PG&E’s pipeline integrity management program, which should have ensured the safety of the system, was deficient and ineffective because it—
• Was based on incomplete and inaccurate pipeline information.
• Did not consider the design and materials contribution to the risk of a pipeline failure.
• Failed to consider the presence of previously identified welded seam cracks as part of its risk assessment.
• Resulted in the selection of an examination method that could not detect welded seam defects.
• Led to internal assessments of the program that were superficial and resulted in no improvements.
Several deficiencies revealed by the National Transportation Safety Board investigation, such as PG&E’s poor quality control during the pipe installation and inadequate emergency response, were factors in the 2008 explosion of a PG&E gas pipeline in Rancho Cordova, California. (See Explosion, Release, and Ignition of Natural Gas, Rancho Cordova, California, December 24, 2008, Pipeline Accident Brief NTSB/PAB-10/01 [Washington, DC: National Transportation Safety Board, 2010].) This 2008 accident involved the inappropriate installation of a pipe that was not intended for operational use and did not meet applicable pipe specifications. PG&E’s response to that event was inadequate; PG&E initially dispatched an unqualified person to the emergency, causing an unnecessary delay in dispatching a properly trained and equipped technician. Some of these deficiencies were also factors in the 1981 PG&E gas pipeline leak in San Francisco, which involved inaccurate record-keeping, the dispatch of first responders who were not trained or equipped to close valves, and unacceptable delays in shutting down the pipeline. (See Pacific Gas & Electric Company Natural Gas Pipeline Puncture, San Francisco, California, August 25, 1981, Pipeline Accident Report NTSB/PAR-82/01 [Washington, DC: National Transportation Safety Board, 1982].) The National Transportation Safety Board concluded that PG&E’s multiple, recurring deficiencies are evidence of a systemic problem.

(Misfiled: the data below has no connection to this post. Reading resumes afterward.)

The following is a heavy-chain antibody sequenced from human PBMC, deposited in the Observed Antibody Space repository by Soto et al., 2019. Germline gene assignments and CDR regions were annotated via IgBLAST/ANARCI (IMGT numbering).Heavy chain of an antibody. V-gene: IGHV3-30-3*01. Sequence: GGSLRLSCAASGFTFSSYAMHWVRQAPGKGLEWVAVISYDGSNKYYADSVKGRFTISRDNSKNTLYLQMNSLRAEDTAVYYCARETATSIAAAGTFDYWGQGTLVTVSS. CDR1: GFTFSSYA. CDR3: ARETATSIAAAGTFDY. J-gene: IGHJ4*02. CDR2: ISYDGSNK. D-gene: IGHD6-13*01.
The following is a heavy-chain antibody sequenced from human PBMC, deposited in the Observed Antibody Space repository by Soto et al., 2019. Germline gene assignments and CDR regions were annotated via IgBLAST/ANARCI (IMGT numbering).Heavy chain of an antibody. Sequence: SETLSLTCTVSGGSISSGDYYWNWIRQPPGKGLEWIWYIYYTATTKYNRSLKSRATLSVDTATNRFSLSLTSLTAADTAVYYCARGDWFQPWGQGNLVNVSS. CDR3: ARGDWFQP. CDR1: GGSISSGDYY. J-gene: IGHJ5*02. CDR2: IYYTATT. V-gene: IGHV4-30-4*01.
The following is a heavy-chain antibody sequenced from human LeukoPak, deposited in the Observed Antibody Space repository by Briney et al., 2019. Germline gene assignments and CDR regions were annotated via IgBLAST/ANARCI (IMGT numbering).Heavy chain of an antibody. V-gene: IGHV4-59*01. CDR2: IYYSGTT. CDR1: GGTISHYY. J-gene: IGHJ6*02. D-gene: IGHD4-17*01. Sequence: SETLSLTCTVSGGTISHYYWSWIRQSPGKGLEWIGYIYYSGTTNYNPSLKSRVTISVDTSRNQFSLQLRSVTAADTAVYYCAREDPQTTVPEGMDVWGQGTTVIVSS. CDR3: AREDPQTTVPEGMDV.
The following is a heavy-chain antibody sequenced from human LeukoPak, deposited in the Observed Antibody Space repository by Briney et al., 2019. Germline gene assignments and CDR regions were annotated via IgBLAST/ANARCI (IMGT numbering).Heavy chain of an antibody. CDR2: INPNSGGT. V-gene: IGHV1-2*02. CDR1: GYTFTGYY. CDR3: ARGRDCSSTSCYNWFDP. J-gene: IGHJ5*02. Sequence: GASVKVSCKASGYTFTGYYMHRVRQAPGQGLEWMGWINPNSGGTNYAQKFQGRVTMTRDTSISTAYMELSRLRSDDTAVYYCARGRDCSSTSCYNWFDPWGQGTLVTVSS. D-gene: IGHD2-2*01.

The investigation also determined that the California Public Utilities Commission, the pipeline safety regulator within the state of California, failed to detect the inadequacies in PG&E’s integrity management program and that the Pipeline and Hazardous Materials Safety Administration integrity management inspection protocols need improvement. Because the Pipeline and Hazardous Materials Safety Administration has not incorporated the use of effective and meaningful metrics as part of its guidance for performance-based management pipeline safety programs, its oversight of state public utility commissions regulating gas transmission and hazardous liquid pipelines could be improved. Without effective and meaningful metrics in performance-based pipeline safety management programs, neither PG&E nor the California Public Utilities Commission was able to effectively evaluate or assess PG&E’s pipeline system.